economics

Single Vending Machine Replaces Last Shop In English Town

So clever, so depressing: the English town of Clifton, having dwindled in economic strength over the years, has responded to the loss of its last place to shop with a giant vending machine. The so-called Speedy Shop — really, an oversized, building-shaped machine standing alone in a dreary parking lot — is meant to help bring some economic life back to the town.


Incredible New Trading Software Only Lost Money One Day In Four Years

If you think the stock market can be a gamble, you’d now be wrong. The latest trading software developed by Virtu — a company specialising in high-frequency trading — has had only one day of loss in the past four years.


Cost Of Living In Sydney Is Now Higher Than Tokyo

Legendarily unaffordable Tokyo is no longer the priciest metropolis in the world — it has been supplanted by another, far more inaccessible city. Want to take a guess who it is? It’s not New York. It’s not San Francisco. The world’s most expensive city is…


How Data From Three US Rating Agencies Control The World's Economy

Is it governments that control the economy? Banks, perhaps? Or maybe even the people? Nope, in fact, it’s rating agencies — and the there are three in the US that practically control the world economy.


Bitcoin Fragmentation Is Getting Out Of Hand

You probably won’t be surprised one bit to learn there’s a new Bitcoin competitor out there. A group of cryptographers just announced the creation of Zerocoin, an ultra-anonymous cryptocurrency that’s otherwise a lot like the dozens of other newly launched cryptocurrencies.


Why The Swiss Evacuate Their Cows By Helicopter

At first, it’s kind of charming. Look how well the Swiss treat their cows! A helicopter is dispatched just to carry an injured bovine stuck in the mountains! It’s not an uncommon sight in the Alps, either: in Switzerland, insurance that covers helicopter evacuation for your family also includes your cows.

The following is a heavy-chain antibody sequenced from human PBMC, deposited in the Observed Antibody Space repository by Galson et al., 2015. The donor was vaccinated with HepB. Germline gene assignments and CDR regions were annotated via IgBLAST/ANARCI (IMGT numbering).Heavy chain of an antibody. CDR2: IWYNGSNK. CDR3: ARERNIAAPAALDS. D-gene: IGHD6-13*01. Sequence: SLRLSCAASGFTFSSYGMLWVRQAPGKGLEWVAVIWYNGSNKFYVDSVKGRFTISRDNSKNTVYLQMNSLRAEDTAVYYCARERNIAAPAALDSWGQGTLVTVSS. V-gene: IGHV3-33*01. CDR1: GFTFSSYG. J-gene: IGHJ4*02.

Memory Chips Are The Most Expensive They've Been In Two Years

Manufacturers and consumers alike better brace themselves: memory chip prices have hit a two-year high because of a major fire in a massive Chinese production plant.


Is Amazon Art A Ripoff?

It’s been more than a week since Amazon launched Amazon Art, a marketplace for fine art where online shoppers can one-click-buy directly from galleries. And while it’s great to imagine disrupting one of the wackiest, most unregulated markets in the world, the question remains: Just how good of a deal are you getting on that $US1.4 million Warhol painting?


Do China's New Skyscrapers Really Signal An Economic Downturn?

Skyscrapers have been symbols of economic plenitude since Daniel Burnham, the architect behind some of the earliest tall buildings, said “Make no little plans; they have no magic to stir men’s blood.” But is it possible that tall buildings also precipitate crashes? According to one analyst, yes — and China, in particular, is heading for a bust.


Thank A Simple Excel Glitch For Austerity Economics

You know the much-ballyhooed theory that high national debt correlates to crappy economic growth? The one that’s trotted out on a regular basis by politicians arguing for austerity budgets and sequestration? Well, according to new findings, the study that austerity proponents cite more than any other is based on an Excel error. A big one.